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Monday, 19 August, 2002, 05:59 GMT 06:59 UK
Vietnam on flood alert
Flooded street in Hanoi
Thousands of homes have been inundated already

Officials in the Vietnamese capital, Hanoi, say the 500-year-old dyke system which protects the city from floods is in danger of being breached.

Vietnam's annual flood season has started and the authorities are predicting it could be as bad as last year, when about 400 people died.

Throughout most of the year, the dykes around Hanoi provide a place to graze livestock or erect a thatched hut, ride a bike or grow a small crop.

But now the red-brown waters of the Red River are lapping the trees and Vietnamese families living within the dykes have gone to stay with relatives on dry land.

Girl with bag of rice in Vietnam
There are fears for the country's rice crop
And things are about to get a lot worse.

The government's disaster management unit says Hanoi has not had a major flood for decades but early in this year's flood season it has announced that water levels are reaching Alarm Level Three.

That means flood conditions are dangerous, dykes are threatened and the infrastructure is being damaged.

Prime Minister Phan Van Khai has been meeting emergency officials and highlighted the importance of the Hoa Binh reservoir, the main dam which protects Hanoi from flooding.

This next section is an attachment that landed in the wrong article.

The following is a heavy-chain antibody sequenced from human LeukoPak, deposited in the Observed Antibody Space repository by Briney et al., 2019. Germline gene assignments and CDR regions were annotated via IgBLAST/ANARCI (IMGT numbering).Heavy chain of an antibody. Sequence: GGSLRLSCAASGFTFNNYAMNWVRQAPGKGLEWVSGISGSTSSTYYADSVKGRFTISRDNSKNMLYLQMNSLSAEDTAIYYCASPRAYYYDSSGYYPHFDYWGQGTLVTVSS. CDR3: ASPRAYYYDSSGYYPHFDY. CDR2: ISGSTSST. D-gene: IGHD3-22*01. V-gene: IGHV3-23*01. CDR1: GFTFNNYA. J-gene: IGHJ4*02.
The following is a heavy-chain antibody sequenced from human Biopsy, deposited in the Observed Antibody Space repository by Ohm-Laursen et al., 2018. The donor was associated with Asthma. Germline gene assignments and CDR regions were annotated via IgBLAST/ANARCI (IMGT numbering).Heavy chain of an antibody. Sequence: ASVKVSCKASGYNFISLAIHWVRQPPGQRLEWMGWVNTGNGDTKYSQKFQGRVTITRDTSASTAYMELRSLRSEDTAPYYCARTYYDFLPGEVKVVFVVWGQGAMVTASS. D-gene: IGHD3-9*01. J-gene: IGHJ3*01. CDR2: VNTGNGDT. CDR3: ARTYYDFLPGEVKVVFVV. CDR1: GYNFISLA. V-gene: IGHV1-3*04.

The gates have been raised to ease the pressure on the dykes but that reduces the ability of the dam to hold more flood waters.

There is also the risk of flooding from the Red River's main tributaries.

In theory, if the dykes break, the whole of Hanoi will be flooded.

But the authorities have other stand-by plans.

The ancient bed of the Day River could be used to divert flood waters, although 500,000 people would first have to be moved to safety.

There are also the traditional flooding areas - a network of natural depressions beyond the city which could be used as retarding basins.

The state media says almost 30 people have died in recent days from flooding in the northern, central and central highland regions of Vietnam.

In the south, the Mekong river has already reached last year's August heights, reinforcing predictions that damage in the major rice growing areas could again be serious.

See also:

16 Aug 02 | Asia-Pacific
18 Jul 02 | Asia-Pacific
25 Sep 01 | Asia-Pacific
08 Mar 02 | Country profiles
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